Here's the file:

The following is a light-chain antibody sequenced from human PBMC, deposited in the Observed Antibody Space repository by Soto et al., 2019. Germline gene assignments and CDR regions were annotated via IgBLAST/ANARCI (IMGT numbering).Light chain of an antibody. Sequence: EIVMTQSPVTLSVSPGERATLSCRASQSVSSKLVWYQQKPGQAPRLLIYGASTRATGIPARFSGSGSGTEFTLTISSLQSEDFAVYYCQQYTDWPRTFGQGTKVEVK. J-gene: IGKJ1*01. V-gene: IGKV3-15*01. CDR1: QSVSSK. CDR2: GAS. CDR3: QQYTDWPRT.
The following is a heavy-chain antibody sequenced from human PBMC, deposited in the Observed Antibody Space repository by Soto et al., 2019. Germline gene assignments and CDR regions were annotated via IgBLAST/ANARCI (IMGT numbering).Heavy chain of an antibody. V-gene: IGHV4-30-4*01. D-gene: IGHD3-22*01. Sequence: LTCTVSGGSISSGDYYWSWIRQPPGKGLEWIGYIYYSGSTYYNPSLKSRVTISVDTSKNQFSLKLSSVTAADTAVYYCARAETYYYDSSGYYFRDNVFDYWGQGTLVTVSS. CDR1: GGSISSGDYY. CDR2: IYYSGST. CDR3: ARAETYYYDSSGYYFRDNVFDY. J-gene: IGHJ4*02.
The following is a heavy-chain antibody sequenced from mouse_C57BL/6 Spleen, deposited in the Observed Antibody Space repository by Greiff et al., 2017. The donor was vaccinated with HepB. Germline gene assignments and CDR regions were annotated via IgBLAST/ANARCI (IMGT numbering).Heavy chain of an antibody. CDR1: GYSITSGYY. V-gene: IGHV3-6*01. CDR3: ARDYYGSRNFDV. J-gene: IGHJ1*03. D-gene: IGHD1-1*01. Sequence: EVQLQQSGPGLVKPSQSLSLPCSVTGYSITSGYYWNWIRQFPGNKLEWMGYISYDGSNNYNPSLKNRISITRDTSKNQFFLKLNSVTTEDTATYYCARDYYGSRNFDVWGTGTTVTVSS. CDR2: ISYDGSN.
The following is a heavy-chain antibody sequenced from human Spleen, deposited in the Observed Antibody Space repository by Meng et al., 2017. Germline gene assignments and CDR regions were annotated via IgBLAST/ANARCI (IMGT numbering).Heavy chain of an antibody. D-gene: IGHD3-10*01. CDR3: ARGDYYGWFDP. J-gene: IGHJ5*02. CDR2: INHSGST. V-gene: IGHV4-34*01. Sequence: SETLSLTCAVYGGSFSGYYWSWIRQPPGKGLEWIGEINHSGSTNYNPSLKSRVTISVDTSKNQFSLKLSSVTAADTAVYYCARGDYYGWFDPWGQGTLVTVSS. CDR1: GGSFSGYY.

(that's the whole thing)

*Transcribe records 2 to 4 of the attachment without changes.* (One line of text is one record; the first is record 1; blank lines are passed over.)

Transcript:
The following is a heavy-chain antibody sequenced from human PBMC, deposited in the Observed Antibody Space repository by Soto et al., 2019. Germline gene assignments and CDR regions were annotated via IgBLAST/ANARCI (IMGT numbering).Heavy chain of an antibody. V-gene: IGHV4-30-4*01. D-gene: IGHD3-22*01. Sequence: LTCTVSGGSISSGDYYWSWIRQPPGKGLEWIGYIYYSGSTYYNPSLKSRVTISVDTSKNQFSLKLSSVTAADTAVYYCARAETYYYDSSGYYFRDNVFDYWGQGTLVTVSS. CDR1: GGSISSGDYY. CDR2: IYYSGST. CDR3: ARAETYYYDSSGYYFRDNVFDY. J-gene: IGHJ4*02.
The following is a heavy-chain antibody sequenced from mouse_C57BL/6 Spleen, deposited in the Observed Antibody Space repository by Greiff et al., 2017. The donor was vaccinated with HepB. Germline gene assignments and CDR regions were annotated via IgBLAST/ANARCI (IMGT numbering).Heavy chain of an antibody. CDR1: GYSITSGYY. V-gene: IGHV3-6*01. CDR3: ARDYYGSRNFDV. J-gene: IGHJ1*03. D-gene: IGHD1-1*01. Sequence: EVQLQQSGPGLVKPSQSLSLPCSVTGYSITSGYYWNWIRQFPGNKLEWMGYISYDGSNNYNPSLKNRISITRDTSKNQFFLKLNSVTTEDTATYYCARDYYGSRNFDVWGTGTTVTVSS. CDR2: ISYDGSN.
The following is a heavy-chain antibody sequenced from human Spleen, deposited in the Observed Antibody Space repository by Meng et al., 2017. Germline gene assignments and CDR regions were annotated via IgBLAST/ANARCI (IMGT numbering).Heavy chain of an antibody. D-gene: IGHD3-10*01. CDR3: ARGDYYGWFDP. J-gene: IGHJ5*02. CDR2: INHSGST. V-gene: IGHV4-34*01. Sequence: SETLSLTCAVYGGSFSGYYWSWIRQPPGKGLEWIGEINHSGSTNYNPSLKSRVTISVDTSKNQFSLKLSSVTAADTAVYYCARGDYYGWFDPWGQGTLVTVSS. CDR1: GGSFSGYY.